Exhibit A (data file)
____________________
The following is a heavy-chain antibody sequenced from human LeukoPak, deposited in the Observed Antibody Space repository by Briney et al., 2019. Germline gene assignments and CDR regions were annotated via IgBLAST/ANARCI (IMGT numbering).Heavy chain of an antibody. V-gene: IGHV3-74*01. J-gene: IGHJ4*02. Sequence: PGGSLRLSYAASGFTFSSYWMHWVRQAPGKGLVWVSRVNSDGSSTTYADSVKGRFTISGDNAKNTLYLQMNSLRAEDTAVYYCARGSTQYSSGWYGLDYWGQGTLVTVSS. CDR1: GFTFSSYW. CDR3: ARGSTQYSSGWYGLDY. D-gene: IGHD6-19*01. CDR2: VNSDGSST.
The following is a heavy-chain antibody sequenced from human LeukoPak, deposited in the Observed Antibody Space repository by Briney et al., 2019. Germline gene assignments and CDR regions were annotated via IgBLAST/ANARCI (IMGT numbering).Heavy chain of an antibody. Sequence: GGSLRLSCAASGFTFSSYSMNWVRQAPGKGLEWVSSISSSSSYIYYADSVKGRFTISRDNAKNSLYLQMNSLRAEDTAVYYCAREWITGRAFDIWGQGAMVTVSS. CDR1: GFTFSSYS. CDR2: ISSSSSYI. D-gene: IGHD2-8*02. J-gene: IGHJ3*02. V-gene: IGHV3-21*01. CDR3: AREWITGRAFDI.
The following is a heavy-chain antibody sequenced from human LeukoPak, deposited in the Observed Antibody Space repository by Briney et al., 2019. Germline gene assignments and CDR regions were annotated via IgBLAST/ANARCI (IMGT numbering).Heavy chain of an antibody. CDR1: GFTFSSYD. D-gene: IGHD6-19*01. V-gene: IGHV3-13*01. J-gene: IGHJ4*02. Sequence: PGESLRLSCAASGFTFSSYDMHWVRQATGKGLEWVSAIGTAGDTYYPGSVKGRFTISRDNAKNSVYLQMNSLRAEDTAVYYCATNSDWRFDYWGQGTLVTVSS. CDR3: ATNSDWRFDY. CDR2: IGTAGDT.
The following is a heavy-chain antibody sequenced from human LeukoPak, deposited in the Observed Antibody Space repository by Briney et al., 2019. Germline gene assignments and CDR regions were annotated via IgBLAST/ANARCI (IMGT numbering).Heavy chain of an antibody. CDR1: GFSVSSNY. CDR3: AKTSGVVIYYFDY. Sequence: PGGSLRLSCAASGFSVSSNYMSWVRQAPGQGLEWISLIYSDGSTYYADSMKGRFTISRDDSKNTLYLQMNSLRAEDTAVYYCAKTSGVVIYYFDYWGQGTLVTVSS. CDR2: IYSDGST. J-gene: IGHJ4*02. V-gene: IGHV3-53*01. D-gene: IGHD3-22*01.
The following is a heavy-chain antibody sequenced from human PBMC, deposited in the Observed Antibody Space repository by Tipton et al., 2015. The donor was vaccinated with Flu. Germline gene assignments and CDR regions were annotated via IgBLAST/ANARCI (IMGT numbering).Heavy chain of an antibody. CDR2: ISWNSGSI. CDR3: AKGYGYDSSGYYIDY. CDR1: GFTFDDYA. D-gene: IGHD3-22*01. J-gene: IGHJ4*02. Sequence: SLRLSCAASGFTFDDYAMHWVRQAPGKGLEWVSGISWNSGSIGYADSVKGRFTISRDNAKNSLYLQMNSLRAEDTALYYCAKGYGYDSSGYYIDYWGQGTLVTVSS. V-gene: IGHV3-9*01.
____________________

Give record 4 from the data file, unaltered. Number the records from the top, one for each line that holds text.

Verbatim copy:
The following is a heavy-chain antibody sequenced from human LeukoPak, deposited in the Observed Antibody Space repository by Briney et al., 2019. Germline gene assignments and CDR regions were annotated via IgBLAST/ANARCI (IMGT numbering).Heavy chain of an antibody. CDR1: GFSVSSNY. CDR3: AKTSGVVIYYFDY. Sequence: PGGSLRLSCAASGFSVSSNYMSWVRQAPGQGLEWISLIYSDGSTYYADSMKGRFTISRDDSKNTLYLQMNSLRAEDTAVYYCAKTSGVVIYYFDYWGQGTLVTVSS. CDR2: IYSDGST. J-gene: IGHJ4*02. V-gene: IGHV3-53*01. D-gene: IGHD3-22*01.